J is for Jamming

Steinbeck’s journey concluded with jamming Rocinante (see R) across a busy New York City street, during a failed attempt at making a U-turn. He reports having said to the traffic policeman:

Officer, I’ve driven this thing all over the country — mountains, plains, deserts. And now I’m back in my own town, where I live — and I’m lost.

K is for Knight-errant

A mainstay of medieval romance literature, the knight-errant wanders the land in search of adventures to prove himself a worthy warrior. Don Quixote is a famous example (see Q). Likewise, Steinbeck hoped to recapture his youth, the spirit of a knight-errant, through his travels. (Makes sense if you’re middle aged and your health is rapidly deteriorating — see P.)

L is for Language (of Road Signs)

Steinbeck closely observes the language of road signs during his trip across country. In New York State, he notes that the road signs are commands: “Stop! No turning!” But in Ohio, the language is gentler, with friendly advice rather than curt demands.

M is for Maine

Steinbeck reports that he learned not to ask for directions in Maine because locals don’t like tourists and tend to give them the wrong directions — another example of regional differences (see L).

N is for North Dakota

Upon arriving at Fargo, North Dakota, Steinbeck declares that the mentality of the American nation has grown “bland.” He fell head over heels in love with Montana, however. NOTE: Steinbeck’s account of meeting an itinerant Shakespearean actor outside the town of Alice, North Dakota, is disputed by the journalist Bill Steigerwald (see F).

O is for Oregon

Having his first flat tire on a remote back road in Oregon inspired Steinbeck to write a send-up of similarly desperate scenes in his most famous novel, The Grapes of Wrath:

It was obvious that the other tire might go at any minute, and it was Sunday and it was raining and it was Oregon.

P is for Poignancy

When Steinbeck set out on his road trip, he knew he could have died at any point along the way because of his heart condition. This knowledge suffuses Travels with Charley with a certain poignancy, and perhaps explains why it’s such a beloved book.

Q is for Quixote

As one might expect of a man who won a Nobel Prize in Literature, Steinbeck had a literary hero in mind when he set out on his road trip: Don Quixote. Like the ingenious gentleman of La Mancha, it seems that Steinbeck fancied himself a knight-errant in search of adventure (see K). He even named his camper truck for Quixote‘s steed (see R).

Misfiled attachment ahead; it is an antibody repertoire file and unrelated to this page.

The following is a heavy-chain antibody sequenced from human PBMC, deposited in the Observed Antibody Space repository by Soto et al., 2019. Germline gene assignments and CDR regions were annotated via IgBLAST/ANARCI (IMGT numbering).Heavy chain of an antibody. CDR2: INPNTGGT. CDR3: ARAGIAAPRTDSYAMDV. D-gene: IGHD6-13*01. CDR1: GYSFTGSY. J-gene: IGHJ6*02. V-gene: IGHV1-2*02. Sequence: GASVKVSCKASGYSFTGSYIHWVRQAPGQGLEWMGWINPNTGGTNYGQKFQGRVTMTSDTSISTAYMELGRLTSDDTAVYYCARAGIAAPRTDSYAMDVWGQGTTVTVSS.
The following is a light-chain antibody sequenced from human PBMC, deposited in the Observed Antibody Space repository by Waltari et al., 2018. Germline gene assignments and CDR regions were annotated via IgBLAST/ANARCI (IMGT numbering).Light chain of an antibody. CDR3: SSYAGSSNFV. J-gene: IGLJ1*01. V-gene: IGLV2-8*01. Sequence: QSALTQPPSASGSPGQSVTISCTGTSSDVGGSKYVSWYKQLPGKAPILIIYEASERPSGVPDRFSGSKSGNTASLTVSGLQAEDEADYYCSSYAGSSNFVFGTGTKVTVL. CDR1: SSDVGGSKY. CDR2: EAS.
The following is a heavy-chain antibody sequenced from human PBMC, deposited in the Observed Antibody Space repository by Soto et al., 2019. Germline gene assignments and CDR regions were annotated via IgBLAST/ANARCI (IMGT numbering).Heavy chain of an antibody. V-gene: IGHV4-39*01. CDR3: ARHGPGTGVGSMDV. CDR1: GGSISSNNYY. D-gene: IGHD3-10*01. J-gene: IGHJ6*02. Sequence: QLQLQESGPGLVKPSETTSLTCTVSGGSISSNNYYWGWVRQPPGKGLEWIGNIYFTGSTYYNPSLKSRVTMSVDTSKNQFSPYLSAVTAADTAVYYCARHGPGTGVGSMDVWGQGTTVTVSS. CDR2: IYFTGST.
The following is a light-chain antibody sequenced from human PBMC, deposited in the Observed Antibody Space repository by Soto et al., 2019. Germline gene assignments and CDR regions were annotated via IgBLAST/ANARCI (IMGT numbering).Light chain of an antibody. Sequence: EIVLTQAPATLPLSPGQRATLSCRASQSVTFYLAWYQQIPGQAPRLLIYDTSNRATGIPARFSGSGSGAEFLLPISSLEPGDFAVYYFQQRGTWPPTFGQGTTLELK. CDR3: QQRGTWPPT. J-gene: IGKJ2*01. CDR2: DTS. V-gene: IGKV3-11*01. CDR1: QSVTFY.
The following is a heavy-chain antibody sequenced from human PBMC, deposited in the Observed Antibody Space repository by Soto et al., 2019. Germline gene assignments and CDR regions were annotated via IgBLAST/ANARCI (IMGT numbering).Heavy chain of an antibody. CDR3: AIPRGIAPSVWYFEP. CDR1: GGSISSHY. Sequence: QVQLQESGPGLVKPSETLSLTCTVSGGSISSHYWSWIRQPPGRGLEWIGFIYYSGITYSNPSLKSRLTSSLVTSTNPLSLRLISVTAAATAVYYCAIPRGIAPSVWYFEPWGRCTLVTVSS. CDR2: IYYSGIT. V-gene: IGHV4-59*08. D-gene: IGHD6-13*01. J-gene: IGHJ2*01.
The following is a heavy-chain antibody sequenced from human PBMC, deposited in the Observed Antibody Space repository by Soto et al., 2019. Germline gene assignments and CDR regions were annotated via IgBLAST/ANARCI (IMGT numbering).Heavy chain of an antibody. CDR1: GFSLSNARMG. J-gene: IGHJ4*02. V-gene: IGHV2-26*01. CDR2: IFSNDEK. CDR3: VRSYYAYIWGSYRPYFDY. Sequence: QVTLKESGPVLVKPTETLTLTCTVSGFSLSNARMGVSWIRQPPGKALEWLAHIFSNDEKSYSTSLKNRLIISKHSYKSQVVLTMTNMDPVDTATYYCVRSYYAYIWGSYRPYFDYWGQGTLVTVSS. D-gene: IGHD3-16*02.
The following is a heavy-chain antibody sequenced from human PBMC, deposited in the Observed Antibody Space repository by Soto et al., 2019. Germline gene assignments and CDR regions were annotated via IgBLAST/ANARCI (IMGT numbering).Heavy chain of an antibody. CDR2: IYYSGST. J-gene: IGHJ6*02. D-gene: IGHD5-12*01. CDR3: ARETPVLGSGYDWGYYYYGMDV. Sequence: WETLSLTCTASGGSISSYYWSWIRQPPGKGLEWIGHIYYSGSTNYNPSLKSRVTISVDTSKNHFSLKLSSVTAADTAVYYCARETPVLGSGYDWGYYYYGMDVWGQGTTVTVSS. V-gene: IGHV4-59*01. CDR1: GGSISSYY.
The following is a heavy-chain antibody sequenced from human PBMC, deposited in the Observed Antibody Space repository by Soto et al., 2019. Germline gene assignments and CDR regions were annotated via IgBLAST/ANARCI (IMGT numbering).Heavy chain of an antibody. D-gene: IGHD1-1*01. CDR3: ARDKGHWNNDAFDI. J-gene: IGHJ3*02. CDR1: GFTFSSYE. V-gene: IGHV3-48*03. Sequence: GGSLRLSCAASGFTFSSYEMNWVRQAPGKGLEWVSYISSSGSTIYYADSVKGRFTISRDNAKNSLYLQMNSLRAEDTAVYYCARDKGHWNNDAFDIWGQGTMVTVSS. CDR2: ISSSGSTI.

R is for Rocinante

As the narrator of Don Quixote explains, its hero feels obliged to find the right name for his horse:

Four days were spent in thinking what name to give it, because (as he said to himself) it was not right that a horse belonging to a knight so famous, and one with such merits of his own, should be without some distinctive name…

At last, Don Quixote calls the skinny steed Rocinante. In a nod to this fictional knight-errant (see K), Steinbeck christened the vehicle for his journey — a green GMC truck, which he’d had custom-fitted with a camper — Rocinante. He even painted the name across the side of the truck in 16th-century Spanish script.

S is for Salinas

Steinbeck was born in Salinas, California. He wrote his first stories about the Salinas Valley and was determined to see his hometown one last time before he died. Visiting a bar from his youth, he lamented the loss of several regulars as well as quite a few of his childhood chums, wondering if perhaps Thomas Wolfe was right (see Y).

T is for Texas

Steinbeck remarked of Texas that it was the kind of state that “people either passionately love or passionately hate.” He went on:

Texas is a state of mind. Texas is an obsession. Above all, Texas is a nation in every sense of the word. … A Texan outside of Texas is a foreigner.

Texas was also where Charley (see C) became ill for a few days and stayed in a veterinary hospital. NOTE: From Texas onwards, Steinbeck’s travel writing gives way to social commentary, culminating in the account of a school integration crisis he witnesses firsthand in New Orleans.

U is for U.S. Route 66

In mid-November of 1960, Steinbeck crossed the Mojave Desert and picked up the historical U.S. Route 66 at Barstow, California. He and Charley then drove 1,300 miles to arrive in time for a Texas-style Thanksgiving on a cattle ranch near Amarillo. U.S. Route 66, known colloquially as the “Main Street of America” or the “Mother Road” was a major path for those who migrated west. In Steinbeck’s classic novel The Grapes of Wrath, the poor family of sharecroppers, the Joads, make their way west from Oklahoma to California on U.S. Route 66.